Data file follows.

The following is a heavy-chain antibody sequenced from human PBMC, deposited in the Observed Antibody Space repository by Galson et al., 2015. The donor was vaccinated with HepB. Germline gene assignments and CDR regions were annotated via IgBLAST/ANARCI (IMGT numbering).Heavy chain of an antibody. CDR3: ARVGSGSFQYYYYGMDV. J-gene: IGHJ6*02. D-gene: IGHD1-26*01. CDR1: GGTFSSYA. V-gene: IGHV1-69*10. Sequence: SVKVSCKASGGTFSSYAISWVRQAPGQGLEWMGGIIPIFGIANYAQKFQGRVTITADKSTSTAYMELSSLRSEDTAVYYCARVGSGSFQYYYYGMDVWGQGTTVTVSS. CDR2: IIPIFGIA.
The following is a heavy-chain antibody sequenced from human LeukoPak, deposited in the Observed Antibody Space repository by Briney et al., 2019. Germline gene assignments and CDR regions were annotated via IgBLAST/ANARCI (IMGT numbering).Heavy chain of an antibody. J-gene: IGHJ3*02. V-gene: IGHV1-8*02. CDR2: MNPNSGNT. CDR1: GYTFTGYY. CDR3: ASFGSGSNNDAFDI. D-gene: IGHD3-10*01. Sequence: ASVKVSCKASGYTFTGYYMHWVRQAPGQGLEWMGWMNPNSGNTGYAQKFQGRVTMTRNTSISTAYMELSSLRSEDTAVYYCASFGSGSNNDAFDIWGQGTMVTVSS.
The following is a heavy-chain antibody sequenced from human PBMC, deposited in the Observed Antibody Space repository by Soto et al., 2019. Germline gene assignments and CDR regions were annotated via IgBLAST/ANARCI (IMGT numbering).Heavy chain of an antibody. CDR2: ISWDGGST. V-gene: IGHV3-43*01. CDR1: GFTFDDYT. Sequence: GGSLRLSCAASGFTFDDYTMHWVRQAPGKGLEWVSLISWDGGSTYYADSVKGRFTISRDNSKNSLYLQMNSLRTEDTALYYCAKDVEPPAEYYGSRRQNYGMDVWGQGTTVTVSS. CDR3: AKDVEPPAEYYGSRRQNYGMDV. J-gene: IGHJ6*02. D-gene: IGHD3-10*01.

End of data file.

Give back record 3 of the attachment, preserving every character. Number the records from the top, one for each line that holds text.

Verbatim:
The following is a heavy-chain antibody sequenced from human PBMC, deposited in the Observed Antibody Space repository by Soto et al., 2019. Germline gene assignments and CDR regions were annotated via IgBLAST/ANARCI (IMGT numbering).Heavy chain of an antibody. CDR2: ISWDGGST. V-gene: IGHV3-43*01. CDR1: GFTFDDYT. Sequence: GGSLRLSCAASGFTFDDYTMHWVRQAPGKGLEWVSLISWDGGSTYYADSVKGRFTISRDNSKNSLYLQMNSLRTEDTALYYCAKDVEPPAEYYGSRRQNYGMDVWGQGTTVTVSS. CDR3: AKDVEPPAEYYGSRRQNYGMDV. J-gene: IGHJ6*02. D-gene: IGHD3-10*01.